20. Vanadium bioavailability in soils amended with blast furnace slag

    Energy Technology Data Exchange (ETDEWEB)

    Larsson, Maja A., E-mail: maja.larsson@slu.se [Department of Soil and Environment, Swedish University of Agricultural Sciences, P.O. Box 7014, 750 07 Uppsala (Sweden); Baken, Stijn, E-mail: stijn.baken@ees.kuleuven.be [Department of Earth and Environmental Sciences, Leuven University, Kasteelpark Arenberg 20 bus 2459, 3001 Leuven (Belgium); Smolders, Erik, E-mail: erik.smolders@ees.kuleuven.be [Department of Earth and Environmental Sciences, Leuven University, Kasteelpark Arenberg 20 bus 2459, 3001 Leuven (Belgium); Cubadda, Francesco, E-mail: francesco.cubadda@iss.it [Department of Food Safety and Veterinary Public Health, Istituto Superiore di Sanità, Viale Regina Elena 299, Rome 00161 (Italy); Gustafsson, Jon Petter, E-mail: jon-petter.gustafsson@slu.se [Department of Soil and Environment, Swedish University of Agricultural Sciences, P.O. Box 7014, 750 07 Uppsala (Sweden); Division of Land and Water Resources Engineering, KTH Royal Institute of Technology, Brinellvägen 28, 100 44 Stockholm (Sweden)

    2015-10-15

    Blast furnace (BF) slags are commonly applied as soil amendments and in road fill material. In Sweden they are also naturally high in vanadium. The aim of this study was to assess the vanadium bioavailability in BF slags when applied to soil. Two soils were amended with up to 29% BF slag (containing 800 mg V kg{sup −1}) and equilibrated outdoors for 10 months before conducting a barley shoot growth assay. Additional soil samples were spiked with dissolved vanadate(V) for which assays were conducted two weeks (freshly spiked) and 10 months (aged) after spiking. The BF slag vanadium was dominated by vanadium(III) as shown by V K-edge XANES spectroscopy. In contrast, results obtained by HPLC-ICP-MS showed that vanadium(V), the most toxic vanadium species, was predominant in the soil solution. Barley shoot growth was not affected by the BF slag additions. This was likely due to limited dissolution of vanadium from the BF slag, preventing an increase of dissolved vanadium above toxic thresholds. The difference in vanadium bioavailability among treatments was explained by the vanadium concentration in the soil solution. It was concluded that the vanadium in BF slag is sparingly available. These findings should be of importance in environmental risk assessment.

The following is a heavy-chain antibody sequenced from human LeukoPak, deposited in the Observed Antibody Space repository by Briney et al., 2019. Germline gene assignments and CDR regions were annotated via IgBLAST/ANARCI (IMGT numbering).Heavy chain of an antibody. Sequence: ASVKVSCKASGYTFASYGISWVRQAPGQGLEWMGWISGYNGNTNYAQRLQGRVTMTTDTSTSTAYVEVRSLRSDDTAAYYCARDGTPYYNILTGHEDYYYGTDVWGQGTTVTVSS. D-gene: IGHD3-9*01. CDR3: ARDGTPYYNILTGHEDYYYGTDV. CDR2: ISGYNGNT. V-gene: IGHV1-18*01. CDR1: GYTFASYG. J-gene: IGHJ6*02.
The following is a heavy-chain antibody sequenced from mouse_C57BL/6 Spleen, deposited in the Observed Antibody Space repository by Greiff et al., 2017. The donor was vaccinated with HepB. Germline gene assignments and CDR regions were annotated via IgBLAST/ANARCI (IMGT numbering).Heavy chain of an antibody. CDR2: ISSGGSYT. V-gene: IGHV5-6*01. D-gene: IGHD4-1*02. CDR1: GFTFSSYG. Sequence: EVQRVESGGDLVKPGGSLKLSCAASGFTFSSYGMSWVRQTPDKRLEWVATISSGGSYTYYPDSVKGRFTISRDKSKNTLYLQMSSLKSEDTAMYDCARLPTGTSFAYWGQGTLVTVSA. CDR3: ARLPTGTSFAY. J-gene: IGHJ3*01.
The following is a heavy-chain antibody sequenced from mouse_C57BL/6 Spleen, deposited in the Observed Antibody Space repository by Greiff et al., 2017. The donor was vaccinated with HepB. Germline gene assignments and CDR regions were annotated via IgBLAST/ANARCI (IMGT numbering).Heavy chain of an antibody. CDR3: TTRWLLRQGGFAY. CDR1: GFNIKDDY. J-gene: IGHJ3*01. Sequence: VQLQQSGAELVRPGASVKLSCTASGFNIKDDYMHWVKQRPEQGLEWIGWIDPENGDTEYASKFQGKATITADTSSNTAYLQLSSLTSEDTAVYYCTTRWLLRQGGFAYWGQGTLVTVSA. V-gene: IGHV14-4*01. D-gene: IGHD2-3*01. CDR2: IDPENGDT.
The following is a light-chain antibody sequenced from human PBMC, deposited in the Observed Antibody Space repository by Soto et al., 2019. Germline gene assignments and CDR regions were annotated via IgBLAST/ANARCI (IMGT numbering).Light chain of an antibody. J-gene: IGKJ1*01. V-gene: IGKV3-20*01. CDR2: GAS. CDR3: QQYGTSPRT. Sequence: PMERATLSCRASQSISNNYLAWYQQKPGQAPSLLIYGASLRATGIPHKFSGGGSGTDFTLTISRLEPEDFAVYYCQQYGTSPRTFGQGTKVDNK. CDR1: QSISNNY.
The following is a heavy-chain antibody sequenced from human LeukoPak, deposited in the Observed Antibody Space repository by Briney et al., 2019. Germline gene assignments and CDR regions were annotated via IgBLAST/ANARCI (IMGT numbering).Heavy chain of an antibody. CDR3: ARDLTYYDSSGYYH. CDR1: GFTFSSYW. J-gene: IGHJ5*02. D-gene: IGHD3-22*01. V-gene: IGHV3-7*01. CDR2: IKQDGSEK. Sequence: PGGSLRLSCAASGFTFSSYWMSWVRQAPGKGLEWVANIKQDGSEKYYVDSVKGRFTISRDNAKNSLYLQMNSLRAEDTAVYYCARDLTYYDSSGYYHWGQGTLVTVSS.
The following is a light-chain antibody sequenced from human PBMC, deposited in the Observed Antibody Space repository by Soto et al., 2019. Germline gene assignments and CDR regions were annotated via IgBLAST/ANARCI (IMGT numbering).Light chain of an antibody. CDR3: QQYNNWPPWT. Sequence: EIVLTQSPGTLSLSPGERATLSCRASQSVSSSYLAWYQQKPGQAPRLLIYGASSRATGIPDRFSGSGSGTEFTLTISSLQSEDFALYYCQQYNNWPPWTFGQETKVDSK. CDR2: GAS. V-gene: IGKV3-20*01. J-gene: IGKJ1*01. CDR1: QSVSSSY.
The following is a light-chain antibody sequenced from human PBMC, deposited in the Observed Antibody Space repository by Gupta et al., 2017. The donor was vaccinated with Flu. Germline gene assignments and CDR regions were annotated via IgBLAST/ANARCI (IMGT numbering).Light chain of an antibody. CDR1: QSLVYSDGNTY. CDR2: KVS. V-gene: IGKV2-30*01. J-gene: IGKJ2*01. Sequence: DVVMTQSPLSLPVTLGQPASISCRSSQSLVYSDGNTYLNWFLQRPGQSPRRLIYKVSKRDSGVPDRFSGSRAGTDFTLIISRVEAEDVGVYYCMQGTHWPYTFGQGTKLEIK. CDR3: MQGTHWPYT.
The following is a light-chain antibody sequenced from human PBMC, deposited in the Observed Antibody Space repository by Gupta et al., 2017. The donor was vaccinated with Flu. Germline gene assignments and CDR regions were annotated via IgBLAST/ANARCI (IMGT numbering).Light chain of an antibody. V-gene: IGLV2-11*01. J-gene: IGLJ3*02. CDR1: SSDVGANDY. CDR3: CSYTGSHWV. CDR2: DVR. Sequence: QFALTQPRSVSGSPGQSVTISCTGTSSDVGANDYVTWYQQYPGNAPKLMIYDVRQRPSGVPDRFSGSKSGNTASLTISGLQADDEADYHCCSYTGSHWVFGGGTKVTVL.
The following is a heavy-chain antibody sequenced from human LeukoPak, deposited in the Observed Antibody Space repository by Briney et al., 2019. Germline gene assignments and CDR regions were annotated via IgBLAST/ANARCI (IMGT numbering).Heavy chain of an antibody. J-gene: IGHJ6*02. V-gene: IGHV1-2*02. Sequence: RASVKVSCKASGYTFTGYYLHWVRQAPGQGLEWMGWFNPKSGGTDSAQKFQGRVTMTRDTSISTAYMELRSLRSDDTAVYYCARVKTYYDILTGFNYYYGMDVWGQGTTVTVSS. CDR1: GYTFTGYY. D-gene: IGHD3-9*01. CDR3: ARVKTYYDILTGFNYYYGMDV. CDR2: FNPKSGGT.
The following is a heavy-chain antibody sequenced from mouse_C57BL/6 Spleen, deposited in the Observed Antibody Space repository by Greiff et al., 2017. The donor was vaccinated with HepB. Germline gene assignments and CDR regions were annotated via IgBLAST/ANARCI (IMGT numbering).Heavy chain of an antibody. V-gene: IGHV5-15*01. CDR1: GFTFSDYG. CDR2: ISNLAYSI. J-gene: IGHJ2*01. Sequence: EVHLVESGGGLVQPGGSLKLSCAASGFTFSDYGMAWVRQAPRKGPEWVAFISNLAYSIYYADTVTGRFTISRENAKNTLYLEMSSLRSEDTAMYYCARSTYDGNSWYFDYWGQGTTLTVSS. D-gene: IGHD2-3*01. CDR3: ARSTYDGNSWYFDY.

1. On the draft amendment to the radiation protection ordinance

    International Nuclear Information System (INIS)

    In the Federal Republic of Germany radiation protection procedures are covered by the 'First Ordinance on the Protection against Damage from Radiation Emitted by Radioactive Materials'. Even this first ordinance, which dates from 1960 and is presently applied in the version as amended on October 15, 1965, is hardly a model of lucidity. Yet this ordinance, which is still valid, has been quite useful in practical applicability. The draft published in late 1974 and the other versions of the amendment of the First Radiation Protection Ordinance were intended to do away with the shortcomings of the present version and make the ordinance a clearer instrument easier to understand. However, it now appears in practice that the new wording is even more difficult to comprehend, lacking in clarity and, in some places, so contradictory as to be actually false. These comments were written in the light of practical experience; they list and criticize in detail the mistakes, ill adviled alterations, ambiguous wording and problematic rules as well as those passages which should be revised. In the opinion of those concerned, the large number of complaints arising from practical application of the ordinance have so far not found their way into the present revisions. (orig.)

  2. Sand amendment enhances bioelectrochemical remediation of petroleum hydrocarbon contaminated soil.

    Science.gov (United States)

    Li, Xiaojing; Wang, Xin; Ren, Zhiyong Jason; Zhang, Yueyong; Li, Nan; Zhou, Qixing

    2015-12-01

    Bioelectrochemical system is an emerging technology for the remediation of soils contaminated by petroleum hydrocarbons. However, performance of such systems can be limited by the inefficient mass transport in soil. Here we report a new method of sand amendment, which significantly increases both oxygen and proton transports, resulting to increased soil porosity (from 44.5% to 51.3%), decreased Ohmic resistance (by 46%), and increased charge output (from 2.5 to 3.5Cg(-1)soil). The degradation rates of petroleum hydrocarbons increased by up to 268% in 135d. The degradation of n-alkanes and polycyclic aromatic hydrocarbons with high molecular weight was accelerated, and denaturing gradient gel electrophoresis showed that the microbial community close to the air-cathode was substantially stimulated by the induced current, especially the hydrocarbon degrading bacteria Alcanivorax. The bioelectrochemical stimulation imposed a selective pressure on the microbial community of anodes, including that far from the cathode. These results suggested that sand amendment can be an effective approach for soil conditioning that will enhances the bioelectrochemical removal of hydrocarbons in contaminated soils. PMID:26135976

  3. 75 FR 70018 - Iowa; Amendment No. 12 to Notice of a Major Disaster Declaration

    Science.gov (United States)

    2010-11-16